EDF Energy was the last of the "Big 6" utilities to apply the latest price hike. Overall, on average, prices will have increased by 20% for gas and 14% for electricity.
This prompted regulator Ofgem, to accuse these companies of making enormous profits on consumers' backs. What with the promise made by Energy minister Chris Huhne to deal with their profiteering, this was the least Ofgem could do. But so what? What do they plan to do to stop the sharks? Nothing. Huhne's and Ofgem's "solution" is that we, the consumers, should "shop around" to increase "competition" between the "Big 6"!
Ironical, when the justification they gave us for privatising the public utilities, back in the 1980s, was that "competition" between private players would cut prices for us. Well, it hasn't, since we're now paying more than ever before. The conclusion is obvious: utilities should be renationalised!
They're flush with cash
Predictably, the "Big 6" deny any wrongdoing and plead poverty, blaming the rising cost of oil and the need for massive investment. But their profit figures tell a different story altogether, with a combined £10bn last year!
In fact, the case of the big utilities is the norm among Britain's largest companies, not the exception. Since the beginning of the crisis, these companies have managed to maintain their profits by squeezing more sweat out of fewer workers on lower wages while hiking up their prices. What's more, instead of investing their massive profits in useful production which would have created new jobs, they have been hoarding their cash, mainly to gamble on financial markets, or wasting it in fat payments to their directors and shareholders.
In the three months between July and September, for instance, British companies paid £20bn out in dividends to shareholders - a record since the beginning of the crisis. For the whole year, it is estimated that they will pay a total of £67bn - a 19% increase over the previous year! What's more, the same companies are buying back large quantities of their own shares - which is just another way of returning large amounts of profits to their shareholders while boosting the price of their shares on the stock market.
And all of this is taking place at a time when the rest of us, the majority of the population whose work generates these profits, have to face massive cuts in jobs, pay, pensions and services, under the pretext that these are "hard times" and that we should all "share the pain".
Well, yes, except that we obviously aren't all sharing it!
Reclaiming our due
Last year, it was estimated that British companies were hoarding £600bn worth of cash in total.
This amount is the equivalent of what it would cost to build over 4 million new decent homes for rent for the 4 million households currently on housing waiting lists, with a lot of cash to spare to build vital facilities in health, education and transport, and pay the wages of the millions of workers needed to do the work!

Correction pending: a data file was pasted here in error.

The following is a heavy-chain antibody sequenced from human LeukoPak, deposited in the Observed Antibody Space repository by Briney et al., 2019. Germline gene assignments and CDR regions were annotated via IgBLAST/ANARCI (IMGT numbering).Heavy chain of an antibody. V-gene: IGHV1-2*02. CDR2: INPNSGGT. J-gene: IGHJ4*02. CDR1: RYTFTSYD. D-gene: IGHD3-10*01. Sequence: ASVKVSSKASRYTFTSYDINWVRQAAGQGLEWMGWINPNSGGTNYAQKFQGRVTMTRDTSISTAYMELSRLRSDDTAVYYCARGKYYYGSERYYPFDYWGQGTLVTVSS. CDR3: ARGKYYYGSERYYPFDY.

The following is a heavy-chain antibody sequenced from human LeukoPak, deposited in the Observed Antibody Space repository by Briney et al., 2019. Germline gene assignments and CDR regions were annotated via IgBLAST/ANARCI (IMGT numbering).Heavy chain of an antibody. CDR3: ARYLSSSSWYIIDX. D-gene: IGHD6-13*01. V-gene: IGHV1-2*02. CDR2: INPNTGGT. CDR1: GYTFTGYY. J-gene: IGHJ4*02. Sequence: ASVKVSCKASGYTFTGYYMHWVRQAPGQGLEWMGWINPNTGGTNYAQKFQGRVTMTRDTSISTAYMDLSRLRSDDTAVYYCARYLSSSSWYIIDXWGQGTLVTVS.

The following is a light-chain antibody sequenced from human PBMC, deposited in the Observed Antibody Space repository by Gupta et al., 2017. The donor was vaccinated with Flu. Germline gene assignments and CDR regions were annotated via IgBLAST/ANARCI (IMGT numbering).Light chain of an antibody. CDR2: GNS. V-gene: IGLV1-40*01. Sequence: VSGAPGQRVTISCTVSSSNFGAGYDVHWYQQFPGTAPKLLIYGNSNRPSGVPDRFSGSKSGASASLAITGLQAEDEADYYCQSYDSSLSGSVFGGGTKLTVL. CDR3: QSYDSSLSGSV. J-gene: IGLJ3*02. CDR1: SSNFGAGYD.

Not only would this be an investment like any other for the capitalist class - since, after all, tenants pay rents and the operation of public services is paid for by income tax - but, for once, it would be a useful investment for society as a whole, since it would resolve the present housing and unemployment crises in one fell swoop, while reversing some of the public service cuts of the past decade.
But, of course, this is not the kind of investment that the capitalist class would ever consider. Nor is it even capable of conceiving that it could play such a role in society.
Indeed, the capitalists' profiteering is driven by short-term gains. Freezing their cash into the long-term investments that are vitally necessary for society, is quite simply, anathema, to them. As to planning ahead to coordinate investment on the scale of the whole economy, this is something which, by definition, goes against the frantic competition between individual capitalists on which their system is based.
This is why the only "solution" that this system has to offer for its own crisis is one in which the rest of us are meant to pay a limitless bill, while the capitalists themselves go on fattening themselves.
This is also why the only way for the working class to avoid paying this bill, is to inject some degree of rationality into the economy, by imposing control over its operation, at every level, despite and against the capitalists, as a first step towards getting rid of their profiteering once and for all.